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Common Reasons Freelancers Stop Working With Businesses


Many small businesses enjoy cozy professional relationships with freelancers. Some enterprises even allow freelancers to make the transition from “contractor” to “full-time team member.”

Unfortunately, not all businesses are equally happy with their freelancers – and not all freelancers are equally happy with their clients. As such, it’s hardly surprising that freelancers frequently jump ship on clients they don’t enjoy working with. Needless to say, this can put small businesses in a pinch, particularly if a dissatisfied freelancer played an integral role in their operations.

So, if your small business is looking to retain valued freelance talent, it’s imperative that you brush up on the most common reasons freelancers fly the coop.

Poor Communication

Nearly every area of the business world is impacted by poor communication – and freelancing is no exception. Some businesses have an unfortunate habit of providing contract workers with vague or unclear directions and expecting them to fill in the blanks on their own. Furthermore, not every business owner or supervisor makes themselves readily available to address questions, essentially leaving freelancers to fend for themselves. Worse yet, contract workers often find themselves admonished for failing to follow directions that were never clearly outlined in the first place. Although it should go without saying, this type of hands-off communication style is hardly conducive to having one’s expectations understood.

To avoid communication mishaps, make a point of being as clear and straightforward as possible when outlining project expectations. Keep in mind that a freelancer is not a regular member of your team and is therefore unaccustomed to your personal communication style. Additionally, make yourself available to answer questions, and take care to provide responses to the queries you receive in a timely manner. The longer a contract worker has to wait for clarification, the more likely a project is to be submitted past its deadline.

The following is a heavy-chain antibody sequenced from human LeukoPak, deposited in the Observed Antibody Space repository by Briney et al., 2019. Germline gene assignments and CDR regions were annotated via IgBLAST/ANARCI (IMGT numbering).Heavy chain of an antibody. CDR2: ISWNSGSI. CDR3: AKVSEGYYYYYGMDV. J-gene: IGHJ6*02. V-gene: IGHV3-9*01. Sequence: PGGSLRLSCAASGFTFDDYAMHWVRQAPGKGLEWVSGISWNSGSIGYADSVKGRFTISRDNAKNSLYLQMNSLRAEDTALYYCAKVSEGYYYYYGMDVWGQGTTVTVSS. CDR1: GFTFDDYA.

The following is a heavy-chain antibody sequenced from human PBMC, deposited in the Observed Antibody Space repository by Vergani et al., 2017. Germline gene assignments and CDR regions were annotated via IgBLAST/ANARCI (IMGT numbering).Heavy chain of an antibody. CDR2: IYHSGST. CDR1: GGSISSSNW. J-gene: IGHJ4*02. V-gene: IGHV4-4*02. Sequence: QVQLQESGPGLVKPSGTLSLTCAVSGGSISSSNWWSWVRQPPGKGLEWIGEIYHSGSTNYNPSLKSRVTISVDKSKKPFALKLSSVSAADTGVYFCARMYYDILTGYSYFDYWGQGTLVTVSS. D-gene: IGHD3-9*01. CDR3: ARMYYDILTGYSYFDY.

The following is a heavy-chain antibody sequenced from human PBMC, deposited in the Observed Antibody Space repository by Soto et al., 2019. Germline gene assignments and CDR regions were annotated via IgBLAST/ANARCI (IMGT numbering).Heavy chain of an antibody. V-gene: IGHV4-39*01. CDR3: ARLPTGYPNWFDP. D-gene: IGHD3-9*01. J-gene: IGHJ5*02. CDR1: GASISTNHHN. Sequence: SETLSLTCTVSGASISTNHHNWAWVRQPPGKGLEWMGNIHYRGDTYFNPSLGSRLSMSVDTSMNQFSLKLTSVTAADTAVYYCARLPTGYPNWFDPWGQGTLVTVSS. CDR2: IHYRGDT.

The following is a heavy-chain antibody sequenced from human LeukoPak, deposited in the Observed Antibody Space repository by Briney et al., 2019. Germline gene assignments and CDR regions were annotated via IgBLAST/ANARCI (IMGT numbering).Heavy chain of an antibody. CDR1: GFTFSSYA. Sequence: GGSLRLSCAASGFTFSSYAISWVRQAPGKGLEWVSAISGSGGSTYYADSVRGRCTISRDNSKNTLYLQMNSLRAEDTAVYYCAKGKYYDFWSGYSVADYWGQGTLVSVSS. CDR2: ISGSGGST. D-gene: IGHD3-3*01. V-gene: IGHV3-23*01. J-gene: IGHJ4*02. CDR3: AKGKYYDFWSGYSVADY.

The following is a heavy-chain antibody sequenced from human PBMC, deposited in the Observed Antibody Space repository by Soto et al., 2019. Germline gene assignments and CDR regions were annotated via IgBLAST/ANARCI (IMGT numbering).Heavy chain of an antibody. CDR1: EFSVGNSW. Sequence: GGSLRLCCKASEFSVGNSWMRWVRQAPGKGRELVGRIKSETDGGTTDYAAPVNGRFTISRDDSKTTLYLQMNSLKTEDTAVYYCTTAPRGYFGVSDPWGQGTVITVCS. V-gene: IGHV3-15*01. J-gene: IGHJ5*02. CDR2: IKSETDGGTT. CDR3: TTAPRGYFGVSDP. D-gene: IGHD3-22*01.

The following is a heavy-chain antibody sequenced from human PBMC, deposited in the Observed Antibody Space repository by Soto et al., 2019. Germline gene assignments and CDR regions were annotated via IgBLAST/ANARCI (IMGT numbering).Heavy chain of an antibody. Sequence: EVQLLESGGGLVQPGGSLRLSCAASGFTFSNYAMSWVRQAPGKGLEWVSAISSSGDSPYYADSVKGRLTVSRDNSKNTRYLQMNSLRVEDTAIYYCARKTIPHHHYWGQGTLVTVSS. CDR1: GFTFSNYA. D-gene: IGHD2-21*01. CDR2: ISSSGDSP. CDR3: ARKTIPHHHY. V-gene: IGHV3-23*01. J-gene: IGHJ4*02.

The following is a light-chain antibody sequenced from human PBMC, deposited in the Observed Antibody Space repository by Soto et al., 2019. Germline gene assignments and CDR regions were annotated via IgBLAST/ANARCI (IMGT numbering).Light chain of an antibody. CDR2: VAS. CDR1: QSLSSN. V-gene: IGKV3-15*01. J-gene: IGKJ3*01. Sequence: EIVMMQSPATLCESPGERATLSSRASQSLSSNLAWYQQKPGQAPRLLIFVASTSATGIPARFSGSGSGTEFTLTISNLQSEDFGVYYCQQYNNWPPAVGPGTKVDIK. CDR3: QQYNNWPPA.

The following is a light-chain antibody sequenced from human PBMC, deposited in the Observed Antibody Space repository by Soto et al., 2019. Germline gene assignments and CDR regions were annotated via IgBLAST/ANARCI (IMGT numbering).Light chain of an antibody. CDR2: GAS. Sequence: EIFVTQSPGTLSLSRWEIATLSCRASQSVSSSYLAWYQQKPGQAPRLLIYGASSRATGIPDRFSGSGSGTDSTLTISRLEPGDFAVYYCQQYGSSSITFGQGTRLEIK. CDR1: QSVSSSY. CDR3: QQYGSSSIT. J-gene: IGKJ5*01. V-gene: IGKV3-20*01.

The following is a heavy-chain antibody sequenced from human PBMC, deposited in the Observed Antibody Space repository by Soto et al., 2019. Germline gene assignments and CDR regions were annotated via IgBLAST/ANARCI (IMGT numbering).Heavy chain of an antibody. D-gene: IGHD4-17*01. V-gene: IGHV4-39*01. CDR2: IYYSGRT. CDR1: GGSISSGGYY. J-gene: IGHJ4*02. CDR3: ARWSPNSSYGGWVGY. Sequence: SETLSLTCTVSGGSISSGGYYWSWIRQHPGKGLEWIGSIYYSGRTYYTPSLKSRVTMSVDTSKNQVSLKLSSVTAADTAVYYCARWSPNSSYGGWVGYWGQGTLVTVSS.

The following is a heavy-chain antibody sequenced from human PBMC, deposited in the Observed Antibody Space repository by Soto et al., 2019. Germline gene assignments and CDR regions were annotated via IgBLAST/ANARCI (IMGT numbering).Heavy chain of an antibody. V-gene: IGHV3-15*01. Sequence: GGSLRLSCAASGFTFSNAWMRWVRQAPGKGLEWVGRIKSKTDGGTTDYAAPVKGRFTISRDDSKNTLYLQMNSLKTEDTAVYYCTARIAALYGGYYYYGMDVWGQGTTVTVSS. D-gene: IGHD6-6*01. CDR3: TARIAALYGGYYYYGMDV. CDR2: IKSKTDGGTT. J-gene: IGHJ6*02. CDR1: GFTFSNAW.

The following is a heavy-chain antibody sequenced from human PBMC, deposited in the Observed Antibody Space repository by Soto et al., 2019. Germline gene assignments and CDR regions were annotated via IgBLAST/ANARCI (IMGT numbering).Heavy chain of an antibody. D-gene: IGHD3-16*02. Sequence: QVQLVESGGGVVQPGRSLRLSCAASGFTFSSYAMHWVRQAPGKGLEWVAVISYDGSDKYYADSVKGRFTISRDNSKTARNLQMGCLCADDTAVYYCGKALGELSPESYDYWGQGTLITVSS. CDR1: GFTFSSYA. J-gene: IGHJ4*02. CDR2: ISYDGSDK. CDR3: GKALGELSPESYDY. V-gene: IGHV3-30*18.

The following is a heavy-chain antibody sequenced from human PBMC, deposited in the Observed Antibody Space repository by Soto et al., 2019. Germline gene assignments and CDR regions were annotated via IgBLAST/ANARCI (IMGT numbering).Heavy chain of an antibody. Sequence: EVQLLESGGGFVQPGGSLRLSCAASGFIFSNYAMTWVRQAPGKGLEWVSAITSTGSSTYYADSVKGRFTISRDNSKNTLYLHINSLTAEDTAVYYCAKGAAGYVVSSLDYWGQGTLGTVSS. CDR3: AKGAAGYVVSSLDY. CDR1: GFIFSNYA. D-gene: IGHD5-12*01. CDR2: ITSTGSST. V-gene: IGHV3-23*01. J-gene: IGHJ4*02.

Inconsistent Payment Schedules

Although there are a number of benefits to freelancing, not being able to count on a regular paycheck is arguably the biggest downside. Since many freelancers deal with inconsistent workloads, the amount of money they bring in each month tends to vary. To help alleviate some of their economic anxiety, make sure to consistently submit payments in a timely manner. For example, if a contract worker takes on projects for you every month, their monthly payments should always be processed on the same day. Furthermore, if there’s a freelancer you work with on an irregular basis, the two of you should hammer out a mutually-agreeable payment date in advance of each project. You can help ensure that payments are processed on schedule by utilizing convenient solutions created for B2B payments.

Lack of Incentive

If there are any high-performing freelancers you wish to keep on board for the foreseeable future, consider providing them with incentive to stick around. Extending offers of full-time employment or increased pay rates can effectively entice long-haulers to remain committed to your enterprise. In what should come as no surprise, businesses that fail to provide such incentives often have trouble hanging on to freelance talent.

Unfair Expectations

Even though freelancers don’t receive salaries, benefits or other perks associated with full-time employment, many businesses expect just as much out of them as their salaried workers. While these businesses would likely argue that there’s nothing wrong with having equal expectations across the board, this isn’t exactly fair to contract workers, who are consistently exploited and undervalued. At the end of the day, you get what you pay for, and if you’re not going to pay a freelancer the same rate as a full-time team member, you shouldn’t expect the same level of dedication from them. This isn’t to say that contract workers shouldn’t be held to account, but expectations should be kept within reason, and the quality of one’s work should reflect the amount you’re willing to pay them.

Dedicated, hardworking freelancers can prove tremendously helpful to any business. However, just because these individuals are often brought on as a cost-cutting measures doesn’t mean they should be regarded as expendable. Far too many businesses fail to treat contract workers with proper respect or fairly compensate them for their services. Unsurprisingly, such behavior often leads freelancers to stop working with those clients. Any enterprise that wishes to keep their freelancers coming back would be wise to avoid the mistakes discussed above.



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